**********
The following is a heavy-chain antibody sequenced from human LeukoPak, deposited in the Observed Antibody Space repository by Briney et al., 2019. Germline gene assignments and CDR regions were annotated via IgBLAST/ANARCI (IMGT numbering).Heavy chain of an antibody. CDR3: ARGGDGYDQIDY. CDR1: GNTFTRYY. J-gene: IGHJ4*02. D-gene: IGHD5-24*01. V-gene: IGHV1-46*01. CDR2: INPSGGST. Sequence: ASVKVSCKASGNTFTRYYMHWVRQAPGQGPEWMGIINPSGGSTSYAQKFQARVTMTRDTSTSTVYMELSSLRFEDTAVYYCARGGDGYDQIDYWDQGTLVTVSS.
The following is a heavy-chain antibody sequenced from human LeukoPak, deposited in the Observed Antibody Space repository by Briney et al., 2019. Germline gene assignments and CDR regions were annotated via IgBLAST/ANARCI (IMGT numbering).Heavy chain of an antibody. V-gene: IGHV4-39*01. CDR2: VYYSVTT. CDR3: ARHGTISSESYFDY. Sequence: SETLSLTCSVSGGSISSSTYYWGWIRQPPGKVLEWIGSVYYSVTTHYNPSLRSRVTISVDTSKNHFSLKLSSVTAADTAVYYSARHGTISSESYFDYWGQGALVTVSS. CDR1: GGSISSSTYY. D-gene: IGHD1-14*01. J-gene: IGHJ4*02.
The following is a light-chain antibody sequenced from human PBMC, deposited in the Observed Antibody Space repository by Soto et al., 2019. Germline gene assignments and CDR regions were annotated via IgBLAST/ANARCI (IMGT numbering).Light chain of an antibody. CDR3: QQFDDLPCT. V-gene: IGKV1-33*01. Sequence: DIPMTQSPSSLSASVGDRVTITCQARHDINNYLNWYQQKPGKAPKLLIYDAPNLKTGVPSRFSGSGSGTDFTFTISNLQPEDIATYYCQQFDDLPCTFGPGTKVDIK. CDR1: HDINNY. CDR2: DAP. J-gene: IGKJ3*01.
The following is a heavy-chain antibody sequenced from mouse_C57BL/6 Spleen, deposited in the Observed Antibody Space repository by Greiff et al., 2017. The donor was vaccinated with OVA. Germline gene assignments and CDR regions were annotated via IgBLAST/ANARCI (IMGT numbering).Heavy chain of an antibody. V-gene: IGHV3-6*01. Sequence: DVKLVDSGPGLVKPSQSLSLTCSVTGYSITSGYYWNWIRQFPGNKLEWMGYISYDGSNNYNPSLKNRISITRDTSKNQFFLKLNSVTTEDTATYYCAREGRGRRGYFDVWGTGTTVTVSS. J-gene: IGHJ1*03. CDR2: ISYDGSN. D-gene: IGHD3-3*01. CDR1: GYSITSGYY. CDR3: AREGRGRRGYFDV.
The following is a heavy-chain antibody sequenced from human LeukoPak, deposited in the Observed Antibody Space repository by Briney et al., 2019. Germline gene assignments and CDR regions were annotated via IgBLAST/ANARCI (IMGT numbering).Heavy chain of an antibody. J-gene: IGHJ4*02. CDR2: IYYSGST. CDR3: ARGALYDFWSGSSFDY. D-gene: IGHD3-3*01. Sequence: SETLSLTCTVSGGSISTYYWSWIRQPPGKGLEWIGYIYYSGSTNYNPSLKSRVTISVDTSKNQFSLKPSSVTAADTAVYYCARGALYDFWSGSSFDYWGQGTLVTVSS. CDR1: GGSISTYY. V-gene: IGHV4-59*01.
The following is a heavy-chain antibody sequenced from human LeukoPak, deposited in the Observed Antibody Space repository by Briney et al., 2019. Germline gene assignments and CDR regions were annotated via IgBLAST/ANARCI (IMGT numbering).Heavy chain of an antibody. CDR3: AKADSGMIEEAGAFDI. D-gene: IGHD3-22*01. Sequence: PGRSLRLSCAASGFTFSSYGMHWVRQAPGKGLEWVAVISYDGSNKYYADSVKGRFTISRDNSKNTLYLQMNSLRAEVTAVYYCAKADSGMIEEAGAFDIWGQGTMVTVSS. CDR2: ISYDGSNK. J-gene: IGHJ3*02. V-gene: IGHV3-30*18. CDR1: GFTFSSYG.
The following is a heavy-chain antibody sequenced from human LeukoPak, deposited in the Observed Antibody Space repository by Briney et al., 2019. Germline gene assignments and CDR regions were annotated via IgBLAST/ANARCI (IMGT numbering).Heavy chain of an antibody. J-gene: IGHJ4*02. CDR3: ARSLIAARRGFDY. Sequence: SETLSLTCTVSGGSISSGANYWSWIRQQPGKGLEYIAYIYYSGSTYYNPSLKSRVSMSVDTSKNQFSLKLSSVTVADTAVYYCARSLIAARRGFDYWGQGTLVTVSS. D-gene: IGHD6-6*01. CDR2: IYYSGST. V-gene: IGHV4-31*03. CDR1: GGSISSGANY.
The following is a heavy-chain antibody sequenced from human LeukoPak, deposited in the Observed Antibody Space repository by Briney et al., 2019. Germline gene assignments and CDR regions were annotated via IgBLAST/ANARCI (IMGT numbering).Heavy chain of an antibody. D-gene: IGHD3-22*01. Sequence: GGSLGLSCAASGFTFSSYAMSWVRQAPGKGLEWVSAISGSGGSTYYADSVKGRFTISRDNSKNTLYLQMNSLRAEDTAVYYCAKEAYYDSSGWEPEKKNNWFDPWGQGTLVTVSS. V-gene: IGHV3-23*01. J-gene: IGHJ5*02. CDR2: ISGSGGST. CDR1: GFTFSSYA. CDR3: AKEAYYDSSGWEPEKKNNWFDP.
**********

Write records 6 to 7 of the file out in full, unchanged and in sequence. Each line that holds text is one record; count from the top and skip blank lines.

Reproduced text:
The following is a heavy-chain antibody sequenced from human LeukoPak, deposited in the Observed Antibody Space repository by Briney et al., 2019. Germline gene assignments and CDR regions were annotated via IgBLAST/ANARCI (IMGT numbering).Heavy chain of an antibody. CDR3: AKADSGMIEEAGAFDI. D-gene: IGHD3-22*01. Sequence: PGRSLRLSCAASGFTFSSYGMHWVRQAPGKGLEWVAVISYDGSNKYYADSVKGRFTISRDNSKNTLYLQMNSLRAEVTAVYYCAKADSGMIEEAGAFDIWGQGTMVTVSS. CDR2: ISYDGSNK. J-gene: IGHJ3*02. V-gene: IGHV3-30*18. CDR1: GFTFSSYG.
The following is a heavy-chain antibody sequenced from human LeukoPak, deposited in the Observed Antibody Space repository by Briney et al., 2019. Germline gene assignments and CDR regions were annotated via IgBLAST/ANARCI (IMGT numbering).Heavy chain of an antibody. J-gene: IGHJ4*02. CDR3: ARSLIAARRGFDY. Sequence: SETLSLTCTVSGGSISSGANYWSWIRQQPGKGLEYIAYIYYSGSTYYNPSLKSRVSMSVDTSKNQFSLKLSSVTVADTAVYYCARSLIAARRGFDYWGQGTLVTVSS. D-gene: IGHD6-6*01. CDR2: IYYSGST. V-gene: IGHV4-31*03. CDR1: GGSISSGANY.